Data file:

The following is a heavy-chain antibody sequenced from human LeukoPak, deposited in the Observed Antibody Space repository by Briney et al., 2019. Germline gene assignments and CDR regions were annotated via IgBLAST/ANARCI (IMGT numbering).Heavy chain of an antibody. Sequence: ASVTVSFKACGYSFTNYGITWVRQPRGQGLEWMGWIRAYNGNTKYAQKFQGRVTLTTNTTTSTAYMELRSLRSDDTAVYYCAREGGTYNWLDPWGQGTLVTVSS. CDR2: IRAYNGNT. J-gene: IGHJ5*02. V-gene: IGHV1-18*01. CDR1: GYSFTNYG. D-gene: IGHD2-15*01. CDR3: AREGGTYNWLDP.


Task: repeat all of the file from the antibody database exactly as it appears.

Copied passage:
The following is a heavy-chain antibody sequenced from human LeukoPak, deposited in the Observed Antibody Space repository by Briney et al., 2019. Germline gene assignments and CDR regions were annotated via IgBLAST/ANARCI (IMGT numbering).Heavy chain of an antibody. Sequence: ASVTVSFKACGYSFTNYGITWVRQPRGQGLEWMGWIRAYNGNTKYAQKFQGRVTLTTNTTTSTAYMELRSLRSDDTAVYYCAREGGTYNWLDPWGQGTLVTVSS. CDR2: IRAYNGNT. J-gene: IGHJ5*02. V-gene: IGHV1-18*01. CDR1: GYSFTNYG. D-gene: IGHD2-15*01. CDR3: AREGGTYNWLDP.